The annual barrage of destination lists filled with tips on where to go in 2022 is here. We’re travelers, so we love those things. When we’re not inspired by them, we love to argue with their picks and ogle the pretty pictures.
But we are where we are: in a pandemic in the midst of a wave of infections from a dangerously transmissible variant. We’re all tired of Covid’s looming presence and effect on every aspect of life, but it’s no good pretending things are back to normal. A destination list is of no use if you can’t get there — or if you’re being irresponsible in doing so.
Instead of creating our own list, or giving advice on what to do to get past the various and shifting COVID requirements of different destinations, we offer our thoughts on how to approach travel in a year of deep uncertainty.
Obviously, we’re going to tell you to take a domestic trip, so yeah, do that.
Try somewhere within a day’s drive, somewhere self-contained and self-catered. There will be moments for long-distance flights to other parts of the world, but today is not that day. Plus, it’s our raison d’être to remind people how fascinating the US is for travelers. Whether you’re looking for food, history, nature, adventure, sports, or the International Banana Museum, we’ve got it all. Don’t think of this travel as a substitute for the trip you actually want to take — one place can never be a perfect stand-in for another — but as a chance to see something genuinely cool and journey-worthy that you might not have seen otherwise.
Put a trip on the calendar, but not the big dream trip.
Maybe things will look great for travel in the Summer! Or maybe they won’t! It’s probably not the year to put all of your hopes and dreams into one big trip. Getting a trip on the calendar is still a good plan. Having something to look forward to is a great way to lift your pandemic-sagged spirits. And short trips — in distance or duration — can be as satisfying as the biggies. Research backs us up on this: the main effects of a vacation on your health and wellness come from experiences, not from the length of your trip.
Finally take the time to explore that town you always drive through on the way to somewhere else.
A lot of those towns you blow by on the freeway today were more bustling back when transportation was different, in the days when cars got fewer miles per gallon and more people traveled by train. Those little one-time hotspots continue to be interesting in their own right if you give them a chance. The lodging is cheaper, the demand is lower, and if you’re trying to minimize your exposure to crowds, well, why go where the crowds are? Plus, you get to learn about a new place.
Risk tolerances will vary. Take other people into consideration.
As the LA Times’ Matt Pearce recently tweeted: “Everyone taking masking less serious than me is a maniac putting us all at risk and everyone taking masking more serious than me is a threat to our proud social fabric.” Point being, your risk tolerance is just that: yours. Keep in mind that some people are very concerned for their own safety and the safety of their kids and loved ones, while others are ready to jump aboard a maskless Bikram yoga cruise. Wherever you are on that spectrum, don’t forget that others around you might see things differently.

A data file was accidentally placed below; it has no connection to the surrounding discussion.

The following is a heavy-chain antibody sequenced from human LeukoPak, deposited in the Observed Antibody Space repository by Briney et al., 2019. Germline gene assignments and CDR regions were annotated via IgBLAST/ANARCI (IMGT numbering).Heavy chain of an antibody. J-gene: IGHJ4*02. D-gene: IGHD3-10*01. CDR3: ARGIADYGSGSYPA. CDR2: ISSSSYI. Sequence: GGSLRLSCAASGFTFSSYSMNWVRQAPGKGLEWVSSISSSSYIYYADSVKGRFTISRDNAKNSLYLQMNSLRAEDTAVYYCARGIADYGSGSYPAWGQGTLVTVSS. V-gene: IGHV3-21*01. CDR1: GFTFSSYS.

Check before you book and before you travel to see if locals really want you to come.
In 2021, Hawai‘i experienced a spike in infections, an overwhelming crush of mainland tourists, and a labor shortage all at once. The Governor asked people to stay home. Travelers, by and large, did not. If you’re still thinking, “But I really want to go there!!” we’d suggest getting a bit more context by reading this Afar story on Hawaii by Chris Colin. Headline: “Hawai‘i Is Not Our Playground.” This isn’t just a Hawaii issue. Wherever you’re wanting to go, if the locals say no, make new plans.
Expect labor shortages, and understand that might affect you. Tip service workers generously.
It might take longer for your food to arrive or for your vacation rental to be ready. Everyone is doing the best they can under less-than-ideal circumstances.
Speaking of service workers, order takeout.
New Yorkers had this dialed in well before the pandemic, with that pile of menus on top of the microwave. That new place you’ve been wanting to try will pack your food to go, and some places have the reheating instructions right there in the bag. Tip delivery folks well, too, if you go that route.
Step away from the savior complex. It’s just a trip.
If your goal is to help the local people of a destination thrive, find an organization that supports those in need — including when you’re not there in person. Yes, travel is a huge industry and it supports a lot of people, but don’t fool yourself that you’re saving a place by visiting, or that tourism is necessarily a net good even in non-Covid times. Travel economies are complex, and your presence as a traveler can both benefit and endanger the people and the place. You already know this.
Staying home is always an option.
Look, we’re a travel-focused site, but we’re not travel promoters. Exploring America is a wonderful thing to do, but not at the expense of your safety or the safety of others. If travel is going to ratchet up your anxiety, or if it just doesn’t seem advisable to do, that’s okay! Now’s a great time to catch up on your movie-watching, your book-reading, or, if you really need to see the world, your Google Street View explorations (if you need inspiration, try finding a random city using Earth Roulette). And if you’re struggling to find an excuse to say no to travel, The Onion has you covered: What To Say If You’re Not Comfortable Traveling During Covid-19.
This too shall pass. We’ll meet you for breakfast tacos when it does.
– Andy, Pam & Doug